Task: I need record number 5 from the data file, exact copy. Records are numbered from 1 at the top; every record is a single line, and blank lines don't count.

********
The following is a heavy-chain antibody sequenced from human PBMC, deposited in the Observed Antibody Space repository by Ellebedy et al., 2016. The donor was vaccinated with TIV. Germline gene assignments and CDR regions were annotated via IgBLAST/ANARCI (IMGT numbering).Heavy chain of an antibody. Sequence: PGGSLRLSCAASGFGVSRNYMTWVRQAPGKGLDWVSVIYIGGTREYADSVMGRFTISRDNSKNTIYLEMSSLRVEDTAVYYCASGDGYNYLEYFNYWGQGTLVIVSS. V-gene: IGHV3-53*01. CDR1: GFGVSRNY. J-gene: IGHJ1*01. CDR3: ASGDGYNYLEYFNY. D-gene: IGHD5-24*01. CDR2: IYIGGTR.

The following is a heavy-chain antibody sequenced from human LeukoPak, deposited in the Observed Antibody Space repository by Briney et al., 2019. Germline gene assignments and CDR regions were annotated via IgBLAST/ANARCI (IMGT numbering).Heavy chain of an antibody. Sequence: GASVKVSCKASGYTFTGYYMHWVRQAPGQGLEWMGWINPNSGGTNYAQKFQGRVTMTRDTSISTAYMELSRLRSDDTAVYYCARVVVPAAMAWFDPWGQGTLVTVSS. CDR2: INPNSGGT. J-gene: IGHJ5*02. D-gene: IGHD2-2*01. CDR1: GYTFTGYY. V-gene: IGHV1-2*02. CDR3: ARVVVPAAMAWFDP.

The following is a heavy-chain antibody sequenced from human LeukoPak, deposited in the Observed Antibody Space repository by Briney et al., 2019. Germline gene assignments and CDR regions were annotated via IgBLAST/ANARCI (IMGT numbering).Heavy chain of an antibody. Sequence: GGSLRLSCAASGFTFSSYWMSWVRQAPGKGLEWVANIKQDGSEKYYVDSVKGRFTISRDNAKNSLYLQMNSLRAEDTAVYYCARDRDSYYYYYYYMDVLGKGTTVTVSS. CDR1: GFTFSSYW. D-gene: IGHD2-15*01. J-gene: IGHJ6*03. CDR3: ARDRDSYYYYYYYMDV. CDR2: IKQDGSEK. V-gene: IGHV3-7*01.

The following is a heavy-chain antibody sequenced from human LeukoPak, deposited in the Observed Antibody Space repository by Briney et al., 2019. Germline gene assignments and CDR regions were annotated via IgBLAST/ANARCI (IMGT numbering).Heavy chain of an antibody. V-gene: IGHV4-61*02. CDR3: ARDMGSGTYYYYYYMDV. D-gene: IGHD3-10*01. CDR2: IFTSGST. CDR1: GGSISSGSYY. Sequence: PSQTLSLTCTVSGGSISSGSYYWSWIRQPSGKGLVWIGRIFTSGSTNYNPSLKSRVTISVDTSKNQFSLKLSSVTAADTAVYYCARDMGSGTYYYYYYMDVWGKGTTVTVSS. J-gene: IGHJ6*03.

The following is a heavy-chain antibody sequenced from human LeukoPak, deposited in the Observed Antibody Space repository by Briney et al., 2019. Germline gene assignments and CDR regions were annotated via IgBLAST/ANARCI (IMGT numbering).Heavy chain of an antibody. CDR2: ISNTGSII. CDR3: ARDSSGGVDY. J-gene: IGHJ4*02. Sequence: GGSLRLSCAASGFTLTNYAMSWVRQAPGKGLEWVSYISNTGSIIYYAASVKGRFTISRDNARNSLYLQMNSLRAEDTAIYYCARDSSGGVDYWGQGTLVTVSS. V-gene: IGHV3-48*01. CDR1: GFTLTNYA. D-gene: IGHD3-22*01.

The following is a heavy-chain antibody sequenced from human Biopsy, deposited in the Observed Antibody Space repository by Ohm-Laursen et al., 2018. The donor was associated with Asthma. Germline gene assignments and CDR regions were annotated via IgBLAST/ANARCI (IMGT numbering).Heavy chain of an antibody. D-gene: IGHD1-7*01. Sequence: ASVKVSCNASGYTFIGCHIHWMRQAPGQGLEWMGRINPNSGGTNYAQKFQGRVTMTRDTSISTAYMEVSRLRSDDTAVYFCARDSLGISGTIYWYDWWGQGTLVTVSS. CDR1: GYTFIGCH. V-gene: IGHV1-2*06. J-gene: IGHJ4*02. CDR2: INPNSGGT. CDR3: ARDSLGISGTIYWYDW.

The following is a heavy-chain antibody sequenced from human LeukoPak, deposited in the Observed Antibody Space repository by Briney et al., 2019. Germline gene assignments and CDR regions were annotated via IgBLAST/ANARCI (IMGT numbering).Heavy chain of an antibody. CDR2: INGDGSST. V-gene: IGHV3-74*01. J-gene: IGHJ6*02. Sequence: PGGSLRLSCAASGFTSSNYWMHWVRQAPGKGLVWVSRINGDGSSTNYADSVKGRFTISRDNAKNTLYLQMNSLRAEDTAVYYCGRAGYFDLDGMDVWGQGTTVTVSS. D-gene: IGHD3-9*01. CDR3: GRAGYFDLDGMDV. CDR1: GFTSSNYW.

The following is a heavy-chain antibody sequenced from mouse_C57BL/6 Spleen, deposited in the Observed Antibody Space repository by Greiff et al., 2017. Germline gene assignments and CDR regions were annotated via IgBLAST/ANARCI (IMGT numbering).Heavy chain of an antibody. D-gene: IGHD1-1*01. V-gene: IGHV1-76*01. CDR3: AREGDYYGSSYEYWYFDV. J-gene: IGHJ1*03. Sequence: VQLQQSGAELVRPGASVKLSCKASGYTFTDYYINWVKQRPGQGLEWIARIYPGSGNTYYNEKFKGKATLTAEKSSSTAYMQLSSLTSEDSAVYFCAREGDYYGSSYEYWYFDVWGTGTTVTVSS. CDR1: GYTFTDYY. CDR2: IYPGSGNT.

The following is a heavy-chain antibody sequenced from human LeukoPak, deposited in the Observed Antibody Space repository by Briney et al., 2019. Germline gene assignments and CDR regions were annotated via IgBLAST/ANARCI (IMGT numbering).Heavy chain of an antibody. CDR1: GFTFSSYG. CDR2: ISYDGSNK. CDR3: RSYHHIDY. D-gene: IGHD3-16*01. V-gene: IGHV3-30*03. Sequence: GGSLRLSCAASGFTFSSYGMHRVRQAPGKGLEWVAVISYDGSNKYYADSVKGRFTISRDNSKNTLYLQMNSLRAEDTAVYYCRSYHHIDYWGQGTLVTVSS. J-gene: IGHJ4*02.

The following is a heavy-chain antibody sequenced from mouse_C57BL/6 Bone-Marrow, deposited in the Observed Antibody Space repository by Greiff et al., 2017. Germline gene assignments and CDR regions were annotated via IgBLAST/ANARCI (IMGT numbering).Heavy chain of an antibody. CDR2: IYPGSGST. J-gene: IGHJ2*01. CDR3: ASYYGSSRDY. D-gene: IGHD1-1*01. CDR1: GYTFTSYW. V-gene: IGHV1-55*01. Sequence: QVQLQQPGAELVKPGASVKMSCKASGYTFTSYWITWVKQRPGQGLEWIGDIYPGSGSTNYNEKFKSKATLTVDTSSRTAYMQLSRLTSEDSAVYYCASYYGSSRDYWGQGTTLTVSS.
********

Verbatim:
The following is a heavy-chain antibody sequenced from human LeukoPak, deposited in the Observed Antibody Space repository by Briney et al., 2019. Germline gene assignments and CDR regions were annotated via IgBLAST/ANARCI (IMGT numbering).Heavy chain of an antibody. CDR2: ISNTGSII. CDR3: ARDSSGGVDY. J-gene: IGHJ4*02. Sequence: GGSLRLSCAASGFTLTNYAMSWVRQAPGKGLEWVSYISNTGSIIYYAASVKGRFTISRDNARNSLYLQMNSLRAEDTAIYYCARDSSGGVDYWGQGTLVTVSS. V-gene: IGHV3-48*01. CDR1: GFTLTNYA. D-gene: IGHD3-22*01.